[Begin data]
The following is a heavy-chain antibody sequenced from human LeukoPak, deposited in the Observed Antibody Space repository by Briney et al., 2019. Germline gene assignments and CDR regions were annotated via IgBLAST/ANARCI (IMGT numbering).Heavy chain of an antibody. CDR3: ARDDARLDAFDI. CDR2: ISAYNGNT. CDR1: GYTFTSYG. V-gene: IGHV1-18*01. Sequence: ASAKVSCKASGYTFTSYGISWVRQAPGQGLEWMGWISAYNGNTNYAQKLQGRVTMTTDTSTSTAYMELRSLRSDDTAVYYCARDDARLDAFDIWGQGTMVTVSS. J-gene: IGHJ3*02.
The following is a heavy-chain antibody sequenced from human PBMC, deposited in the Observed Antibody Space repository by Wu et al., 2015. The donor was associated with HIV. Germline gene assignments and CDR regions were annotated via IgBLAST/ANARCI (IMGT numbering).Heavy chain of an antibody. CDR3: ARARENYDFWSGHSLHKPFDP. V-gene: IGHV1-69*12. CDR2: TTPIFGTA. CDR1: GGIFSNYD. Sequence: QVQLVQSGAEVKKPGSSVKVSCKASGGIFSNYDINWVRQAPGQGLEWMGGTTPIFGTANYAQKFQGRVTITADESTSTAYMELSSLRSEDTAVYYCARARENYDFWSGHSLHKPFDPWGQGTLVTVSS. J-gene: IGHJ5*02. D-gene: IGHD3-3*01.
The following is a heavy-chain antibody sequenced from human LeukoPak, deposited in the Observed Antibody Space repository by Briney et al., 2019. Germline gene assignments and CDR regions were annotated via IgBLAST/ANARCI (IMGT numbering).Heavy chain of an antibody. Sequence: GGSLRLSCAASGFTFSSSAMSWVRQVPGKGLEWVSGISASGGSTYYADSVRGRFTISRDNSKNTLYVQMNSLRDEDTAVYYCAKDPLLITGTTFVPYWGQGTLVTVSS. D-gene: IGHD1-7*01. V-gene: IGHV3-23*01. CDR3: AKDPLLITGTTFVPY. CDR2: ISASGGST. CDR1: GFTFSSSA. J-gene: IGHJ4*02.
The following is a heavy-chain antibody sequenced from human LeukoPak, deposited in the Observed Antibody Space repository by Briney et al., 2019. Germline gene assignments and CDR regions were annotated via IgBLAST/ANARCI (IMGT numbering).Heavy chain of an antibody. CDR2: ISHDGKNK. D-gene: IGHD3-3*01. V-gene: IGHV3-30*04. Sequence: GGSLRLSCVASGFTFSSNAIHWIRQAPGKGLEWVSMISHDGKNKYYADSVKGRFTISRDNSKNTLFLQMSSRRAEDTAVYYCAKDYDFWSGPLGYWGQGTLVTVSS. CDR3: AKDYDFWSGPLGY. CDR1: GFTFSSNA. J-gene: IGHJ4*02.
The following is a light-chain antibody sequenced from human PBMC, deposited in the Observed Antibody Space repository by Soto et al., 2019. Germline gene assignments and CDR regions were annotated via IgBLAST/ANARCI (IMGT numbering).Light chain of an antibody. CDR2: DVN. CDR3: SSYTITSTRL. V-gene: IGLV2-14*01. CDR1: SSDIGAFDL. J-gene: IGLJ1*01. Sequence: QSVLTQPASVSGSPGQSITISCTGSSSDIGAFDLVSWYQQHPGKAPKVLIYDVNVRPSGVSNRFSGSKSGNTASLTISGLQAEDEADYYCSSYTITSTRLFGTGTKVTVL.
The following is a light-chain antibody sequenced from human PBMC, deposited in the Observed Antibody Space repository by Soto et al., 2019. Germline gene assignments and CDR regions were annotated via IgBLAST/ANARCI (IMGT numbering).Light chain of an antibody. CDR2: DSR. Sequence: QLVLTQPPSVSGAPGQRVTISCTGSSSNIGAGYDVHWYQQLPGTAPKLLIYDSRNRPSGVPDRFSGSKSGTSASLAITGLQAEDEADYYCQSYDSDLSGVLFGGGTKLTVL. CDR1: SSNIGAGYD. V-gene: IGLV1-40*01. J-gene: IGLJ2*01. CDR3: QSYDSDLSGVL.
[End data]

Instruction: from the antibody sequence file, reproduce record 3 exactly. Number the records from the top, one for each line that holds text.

The following is a heavy-chain antibody sequenced from human LeukoPak, deposited in the Observed Antibody Space repository by Briney et al., 2019. Germline gene assignments and CDR regions were annotated via IgBLAST/ANARCI (IMGT numbering).Heavy chain of an antibody. Sequence: GGSLRLSCAASGFTFSSSAMSWVRQVPGKGLEWVSGISASGGSTYYADSVRGRFTISRDNSKNTLYVQMNSLRDEDTAVYYCAKDPLLITGTTFVPYWGQGTLVTVSS. D-gene: IGHD1-7*01. V-gene: IGHV3-23*01. CDR3: AKDPLLITGTTFVPY. CDR2: ISASGGST. CDR1: GFTFSSSA. J-gene: IGHJ4*02.